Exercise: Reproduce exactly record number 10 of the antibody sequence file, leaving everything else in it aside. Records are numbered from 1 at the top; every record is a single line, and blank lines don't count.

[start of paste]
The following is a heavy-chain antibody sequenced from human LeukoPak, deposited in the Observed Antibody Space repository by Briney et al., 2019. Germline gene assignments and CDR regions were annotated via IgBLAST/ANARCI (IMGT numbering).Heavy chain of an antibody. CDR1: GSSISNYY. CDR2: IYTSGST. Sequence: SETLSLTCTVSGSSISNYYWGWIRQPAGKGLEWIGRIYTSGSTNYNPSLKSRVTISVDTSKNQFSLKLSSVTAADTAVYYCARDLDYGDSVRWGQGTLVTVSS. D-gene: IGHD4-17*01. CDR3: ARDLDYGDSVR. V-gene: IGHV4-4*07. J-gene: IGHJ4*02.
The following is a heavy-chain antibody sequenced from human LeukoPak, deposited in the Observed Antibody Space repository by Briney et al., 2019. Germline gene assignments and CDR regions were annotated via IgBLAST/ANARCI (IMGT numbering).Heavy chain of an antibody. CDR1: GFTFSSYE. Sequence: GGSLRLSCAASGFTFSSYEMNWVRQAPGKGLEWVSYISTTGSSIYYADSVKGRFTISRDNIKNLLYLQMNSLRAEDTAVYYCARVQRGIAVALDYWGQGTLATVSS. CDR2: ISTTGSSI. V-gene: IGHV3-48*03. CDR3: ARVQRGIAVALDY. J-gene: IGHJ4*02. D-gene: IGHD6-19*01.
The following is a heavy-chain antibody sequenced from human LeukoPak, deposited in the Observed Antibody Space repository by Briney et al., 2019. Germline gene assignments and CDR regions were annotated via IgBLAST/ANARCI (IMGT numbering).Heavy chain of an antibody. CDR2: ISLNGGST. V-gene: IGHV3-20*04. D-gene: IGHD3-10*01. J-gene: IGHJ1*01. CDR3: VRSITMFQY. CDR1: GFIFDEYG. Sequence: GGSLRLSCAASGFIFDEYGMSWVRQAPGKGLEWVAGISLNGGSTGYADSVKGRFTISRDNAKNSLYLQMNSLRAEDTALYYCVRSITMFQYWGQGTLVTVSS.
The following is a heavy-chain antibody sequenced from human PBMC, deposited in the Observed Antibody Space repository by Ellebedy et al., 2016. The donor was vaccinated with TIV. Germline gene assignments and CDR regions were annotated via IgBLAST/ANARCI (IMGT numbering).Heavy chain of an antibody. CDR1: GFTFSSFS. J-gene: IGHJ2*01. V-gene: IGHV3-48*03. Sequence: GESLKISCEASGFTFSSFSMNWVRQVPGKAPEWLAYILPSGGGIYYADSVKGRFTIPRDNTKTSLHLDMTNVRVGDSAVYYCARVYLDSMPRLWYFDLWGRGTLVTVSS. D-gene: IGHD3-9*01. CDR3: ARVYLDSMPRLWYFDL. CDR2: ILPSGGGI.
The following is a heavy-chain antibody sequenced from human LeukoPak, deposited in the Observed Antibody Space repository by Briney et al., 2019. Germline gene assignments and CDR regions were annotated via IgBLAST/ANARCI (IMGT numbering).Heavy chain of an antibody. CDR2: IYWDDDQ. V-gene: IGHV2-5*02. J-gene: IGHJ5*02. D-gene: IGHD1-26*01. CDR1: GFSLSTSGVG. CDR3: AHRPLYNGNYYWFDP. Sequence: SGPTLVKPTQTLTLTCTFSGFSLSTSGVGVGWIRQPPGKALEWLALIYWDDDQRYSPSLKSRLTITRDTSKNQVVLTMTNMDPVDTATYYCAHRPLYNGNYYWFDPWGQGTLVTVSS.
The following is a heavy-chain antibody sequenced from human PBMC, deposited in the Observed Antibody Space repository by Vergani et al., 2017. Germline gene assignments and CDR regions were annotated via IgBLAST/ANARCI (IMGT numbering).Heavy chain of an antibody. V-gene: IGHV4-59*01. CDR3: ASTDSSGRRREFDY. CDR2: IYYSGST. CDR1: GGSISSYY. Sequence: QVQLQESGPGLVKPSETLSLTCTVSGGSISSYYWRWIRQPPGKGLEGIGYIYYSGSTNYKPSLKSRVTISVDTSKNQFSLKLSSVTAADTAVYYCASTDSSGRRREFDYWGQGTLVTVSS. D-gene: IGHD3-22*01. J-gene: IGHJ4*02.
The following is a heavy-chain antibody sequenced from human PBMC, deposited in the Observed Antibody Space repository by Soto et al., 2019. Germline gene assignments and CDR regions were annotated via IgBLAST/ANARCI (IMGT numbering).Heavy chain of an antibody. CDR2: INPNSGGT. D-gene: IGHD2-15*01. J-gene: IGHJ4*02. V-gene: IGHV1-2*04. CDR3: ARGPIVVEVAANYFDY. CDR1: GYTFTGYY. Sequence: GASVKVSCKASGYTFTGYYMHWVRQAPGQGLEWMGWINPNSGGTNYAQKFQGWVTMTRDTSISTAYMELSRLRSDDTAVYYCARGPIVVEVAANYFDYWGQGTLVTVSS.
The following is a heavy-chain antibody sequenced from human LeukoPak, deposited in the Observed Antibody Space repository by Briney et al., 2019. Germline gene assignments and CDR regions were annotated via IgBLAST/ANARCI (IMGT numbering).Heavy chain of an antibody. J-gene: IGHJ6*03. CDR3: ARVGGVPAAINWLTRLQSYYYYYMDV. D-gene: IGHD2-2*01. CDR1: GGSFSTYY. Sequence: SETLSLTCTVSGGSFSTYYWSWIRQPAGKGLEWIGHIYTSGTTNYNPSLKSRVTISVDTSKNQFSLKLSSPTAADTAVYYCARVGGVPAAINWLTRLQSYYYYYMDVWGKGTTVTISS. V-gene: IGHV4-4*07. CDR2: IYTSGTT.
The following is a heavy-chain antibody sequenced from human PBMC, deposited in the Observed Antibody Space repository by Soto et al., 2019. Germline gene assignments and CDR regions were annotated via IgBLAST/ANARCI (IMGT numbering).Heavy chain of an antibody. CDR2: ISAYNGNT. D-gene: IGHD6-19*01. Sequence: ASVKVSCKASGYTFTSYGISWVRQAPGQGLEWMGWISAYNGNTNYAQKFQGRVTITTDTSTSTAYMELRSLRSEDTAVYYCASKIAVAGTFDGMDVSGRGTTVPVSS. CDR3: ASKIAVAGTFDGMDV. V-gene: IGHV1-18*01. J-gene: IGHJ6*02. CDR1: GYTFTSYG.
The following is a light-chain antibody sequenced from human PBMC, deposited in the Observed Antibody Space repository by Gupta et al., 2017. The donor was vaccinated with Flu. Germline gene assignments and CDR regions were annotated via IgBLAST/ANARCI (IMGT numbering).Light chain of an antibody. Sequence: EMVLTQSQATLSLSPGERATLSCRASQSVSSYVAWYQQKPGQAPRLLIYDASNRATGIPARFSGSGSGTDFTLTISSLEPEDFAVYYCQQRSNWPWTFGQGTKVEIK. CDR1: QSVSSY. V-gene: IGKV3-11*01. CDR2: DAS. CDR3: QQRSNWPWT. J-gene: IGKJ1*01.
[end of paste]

The following is a light-chain antibody sequenced from human PBMC, deposited in the Observed Antibody Space repository by Gupta et al., 2017. The donor was vaccinated with Flu. Germline gene assignments and CDR regions were annotated via IgBLAST/ANARCI (IMGT numbering).Light chain of an antibody. Sequence: EMVLTQSQATLSLSPGERATLSCRASQSVSSYVAWYQQKPGQAPRLLIYDASNRATGIPARFSGSGSGTDFTLTISSLEPEDFAVYYCQQRSNWPWTFGQGTKVEIK. CDR1: QSVSSY. V-gene: IGKV3-11*01. CDR2: DAS. CDR3: QQRSNWPWT. J-gene: IGKJ1*01.